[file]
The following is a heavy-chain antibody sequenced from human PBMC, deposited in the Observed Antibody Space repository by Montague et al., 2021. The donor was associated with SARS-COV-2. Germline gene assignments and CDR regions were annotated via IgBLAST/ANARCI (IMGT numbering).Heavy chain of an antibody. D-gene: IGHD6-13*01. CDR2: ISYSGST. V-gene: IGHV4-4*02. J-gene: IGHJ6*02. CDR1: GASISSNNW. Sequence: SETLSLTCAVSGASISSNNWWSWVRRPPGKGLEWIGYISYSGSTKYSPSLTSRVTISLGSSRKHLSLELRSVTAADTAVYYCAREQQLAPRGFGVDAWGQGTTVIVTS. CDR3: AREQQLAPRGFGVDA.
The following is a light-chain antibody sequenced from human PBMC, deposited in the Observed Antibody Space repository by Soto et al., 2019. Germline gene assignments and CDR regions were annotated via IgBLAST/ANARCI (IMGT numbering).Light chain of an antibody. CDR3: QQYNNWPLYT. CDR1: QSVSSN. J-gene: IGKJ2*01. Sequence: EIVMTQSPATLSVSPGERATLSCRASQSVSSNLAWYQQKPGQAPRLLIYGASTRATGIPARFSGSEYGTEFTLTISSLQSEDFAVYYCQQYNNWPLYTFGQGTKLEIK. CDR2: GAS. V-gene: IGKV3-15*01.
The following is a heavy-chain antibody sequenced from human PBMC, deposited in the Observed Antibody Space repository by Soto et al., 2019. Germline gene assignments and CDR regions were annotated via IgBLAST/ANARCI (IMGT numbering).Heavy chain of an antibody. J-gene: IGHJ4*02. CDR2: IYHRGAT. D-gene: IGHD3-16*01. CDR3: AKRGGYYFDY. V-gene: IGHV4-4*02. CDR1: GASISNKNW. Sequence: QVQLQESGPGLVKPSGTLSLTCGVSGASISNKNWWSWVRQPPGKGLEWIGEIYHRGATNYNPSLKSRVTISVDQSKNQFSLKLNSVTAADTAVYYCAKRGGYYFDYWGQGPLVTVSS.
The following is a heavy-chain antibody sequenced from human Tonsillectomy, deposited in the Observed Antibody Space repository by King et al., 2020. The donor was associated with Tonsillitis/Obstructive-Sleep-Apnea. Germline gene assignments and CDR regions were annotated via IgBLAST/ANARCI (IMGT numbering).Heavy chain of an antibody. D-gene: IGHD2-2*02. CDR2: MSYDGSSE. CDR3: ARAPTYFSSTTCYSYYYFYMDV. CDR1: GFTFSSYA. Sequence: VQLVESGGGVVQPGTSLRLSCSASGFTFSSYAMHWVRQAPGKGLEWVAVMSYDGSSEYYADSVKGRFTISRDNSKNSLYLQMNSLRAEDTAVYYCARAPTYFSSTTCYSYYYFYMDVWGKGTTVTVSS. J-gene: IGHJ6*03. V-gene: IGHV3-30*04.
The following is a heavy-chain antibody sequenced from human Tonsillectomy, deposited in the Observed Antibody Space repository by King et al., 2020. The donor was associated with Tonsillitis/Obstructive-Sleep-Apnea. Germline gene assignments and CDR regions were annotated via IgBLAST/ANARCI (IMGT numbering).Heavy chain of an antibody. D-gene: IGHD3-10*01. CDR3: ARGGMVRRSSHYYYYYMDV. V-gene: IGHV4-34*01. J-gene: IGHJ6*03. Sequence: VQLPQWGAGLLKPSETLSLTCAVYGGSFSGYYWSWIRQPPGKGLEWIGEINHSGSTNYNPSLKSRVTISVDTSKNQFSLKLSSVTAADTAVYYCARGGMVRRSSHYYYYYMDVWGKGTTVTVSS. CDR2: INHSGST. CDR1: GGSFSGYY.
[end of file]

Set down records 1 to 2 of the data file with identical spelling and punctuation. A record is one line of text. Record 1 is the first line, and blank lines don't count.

The following is a heavy-chain antibody sequenced from human PBMC, deposited in the Observed Antibody Space repository by Montague et al., 2021. The donor was associated with SARS-COV-2. Germline gene assignments and CDR regions were annotated via IgBLAST/ANARCI (IMGT numbering).Heavy chain of an antibody. D-gene: IGHD6-13*01. CDR2: ISYSGST. V-gene: IGHV4-4*02. J-gene: IGHJ6*02. CDR1: GASISSNNW. Sequence: SETLSLTCAVSGASISSNNWWSWVRRPPGKGLEWIGYISYSGSTKYSPSLTSRVTISLGSSRKHLSLELRSVTAADTAVYYCAREQQLAPRGFGVDAWGQGTTVIVTS. CDR3: AREQQLAPRGFGVDA.
The following is a light-chain antibody sequenced from human PBMC, deposited in the Observed Antibody Space repository by Soto et al., 2019. Germline gene assignments and CDR regions were annotated via IgBLAST/ANARCI (IMGT numbering).Light chain of an antibody. CDR3: QQYNNWPLYT. CDR1: QSVSSN. J-gene: IGKJ2*01. Sequence: EIVMTQSPATLSVSPGERATLSCRASQSVSSNLAWYQQKPGQAPRLLIYGASTRATGIPARFSGSEYGTEFTLTISSLQSEDFAVYYCQQYNNWPLYTFGQGTKLEIK. CDR2: GAS. V-gene: IGKV3-15*01.